Walk worthy, . . . forbearing one another in love. Ephesians 4:1–2
Aren’t you glad that God’s Word is practical—addressing us exactly where we live in the messy moments of life? To forbear literally means to put up with someone. Forbearance is forgiving, gentle, patient, accommodating, and kind. The Lord is extremely forbearing with us. Over and over He has restrained His anger and extended mercy to us. If our homes are going to be happy places, we must learn to forbear one another. Practical godliness is God-likeness. The Lord is forbearing, and so must we be also.
What are some ways we can learn to put up with each other?
Overlook shortcomings. We should not obsess on the flaws in our family members. Instead we need to look beyond the immediate moment. We are in this for the long haul. We must never indulge the temptation to compare our spouses with others. Learning to overlook flaws is essential to our personal peace and contentment.
Magnify positives, and minimize weaknesses. Everybody has strengths and weaknesses. No one is good at everything. We should focus on the positive qualities in others. We must learn to resize our field of focus. We must not allow ourselves to meditate on the defects in our family members. We must re-fuse to give ourselves mental air time for fretting over the faults in others. Mental criticism is just as deadly as verbal criticism. Instead, we should re-hearse the positive qualities of our family members and lift up prayers of thanksgiving for them. We should appreciate their gifts and assets, compliment their strengths, and brag on their achievements.
Don’t scrutinize motives. We don’t need to read between the lines every time something goes wrong. Human beings are complex. A family member may have reacted poorly to a situation, but at times we have probably reacted worse! We must give our family members the benefit of the doubt. We can choose to believe the best instead of the worst. We are not infallible; our ability to discern is imperfect. We must avoid the tendency to jump to the worst possible conclusion in difficult moments.
Stop accusing, and start asking. Accusations harden the will, but questions convict the conscience. We must resist the urge to lambaste. Instead, we should gather our thoughts, select appropriate questions, avoid hasty judgments, gather facts, and inquire rather than interrogate.
Extend grace during times of pressure. Stress brings out the worst in people. Emotional hardships cause internal tensions. Physical illness lessens resilience. Financial hardships affect one’s spiritual equilibrium. Relational stresses at work weaken people’s internal filters (the ability to gracefully process difficulties in the power of the Spirit). Chronic stress depletes one’s inner resources. We must consider the extenuating circumstances of life and measure our responses accordingly.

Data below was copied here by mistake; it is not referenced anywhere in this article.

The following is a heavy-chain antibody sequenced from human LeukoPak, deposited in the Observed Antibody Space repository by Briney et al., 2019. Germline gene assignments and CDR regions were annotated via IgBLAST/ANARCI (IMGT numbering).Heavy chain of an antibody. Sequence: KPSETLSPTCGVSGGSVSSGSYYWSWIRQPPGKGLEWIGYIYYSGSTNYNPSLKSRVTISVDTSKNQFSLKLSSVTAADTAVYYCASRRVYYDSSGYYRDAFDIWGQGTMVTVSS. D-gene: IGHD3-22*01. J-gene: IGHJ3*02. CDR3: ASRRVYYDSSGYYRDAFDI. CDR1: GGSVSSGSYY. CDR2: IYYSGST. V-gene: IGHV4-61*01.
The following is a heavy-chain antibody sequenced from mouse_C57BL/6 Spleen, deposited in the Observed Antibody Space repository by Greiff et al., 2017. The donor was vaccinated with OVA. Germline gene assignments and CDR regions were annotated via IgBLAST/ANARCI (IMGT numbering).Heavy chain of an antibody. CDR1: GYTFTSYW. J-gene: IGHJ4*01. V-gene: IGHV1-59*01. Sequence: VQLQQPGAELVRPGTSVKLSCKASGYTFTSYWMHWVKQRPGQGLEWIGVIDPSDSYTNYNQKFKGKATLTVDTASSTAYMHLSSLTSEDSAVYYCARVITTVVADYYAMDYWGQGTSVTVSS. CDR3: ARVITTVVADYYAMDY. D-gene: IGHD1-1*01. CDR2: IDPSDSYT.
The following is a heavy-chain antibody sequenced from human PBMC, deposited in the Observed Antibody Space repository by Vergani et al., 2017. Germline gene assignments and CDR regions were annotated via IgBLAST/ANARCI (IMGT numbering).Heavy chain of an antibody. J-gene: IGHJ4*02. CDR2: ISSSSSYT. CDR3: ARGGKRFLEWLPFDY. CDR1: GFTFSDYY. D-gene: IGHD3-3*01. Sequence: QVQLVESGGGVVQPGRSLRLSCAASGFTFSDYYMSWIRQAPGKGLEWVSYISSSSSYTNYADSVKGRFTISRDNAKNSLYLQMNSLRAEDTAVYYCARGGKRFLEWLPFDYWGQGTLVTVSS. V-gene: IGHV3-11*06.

Access grace to recover quickly. Poor reactions and bad actions call for an immediate change of mind. The moment we sense anger rising up in our hearts, we should humble ourselves immediately. The quicker we identify our wrong responses, the quicker we will recover. We must readily admit our departure from the Calvary road—the place of humble dependence. We must choose to deny our-selves and take up our crosses (see Luke 9:23). Dying to self is simply appropriating our crucifixion with Christ (see Rom. 6:6–13). Jesus not only died for us, He died as us. On the cross He absorbed our sins and their horrific penalty. He not only dealt with the fruit, He also dealt with the root.
“Self” is a descriptive word for our Adamic nature, or flesh. What is the flesh? Delete the “h” and spell “flesh” backward, and we discover what the flesh is all about: self. The flesh is self-centered, self-righteous (unrighteous), self-willed, self-directed, self-glorying, and self-pitying. As often as self attempts to reassert its sinister control, we must surrender our rights and identify with Christ. What rights must we surrender? Our right to be treated fairly. Our right to be bitter. Our right of revenge. We must appeal to our heavenly Father for grace in our time of need. We can access the grace He secured for taking our self-lives to the cross.
Choose humility. Pride always brings contention: “Only by pride cometh contention” (Prov. 13:10). What causes contention between husbands and wives, parents and children, brothers and sisters? Pride. Humility, on the other hand, makes people easy to live with.
Lord, bend this proud and stiff-necked “I,”
Help me to bow the head and die.
That it may no longer be “I” that liveth,
But Christ that liveth in me.
Life is hard, so lighten up. We should indulge every opportunity to look on the sunny side.
- Are you magnifying the positives and minimizing the negatives in your family members?
- Take some moments now and thank God for the favorable qualities in your family members.
- Is any point of pride in your heart causing conflict in your home?
This chapter is taken from our book “Home Improvement- Keys To Building A Happy Home“. Click on the title to learn more about this book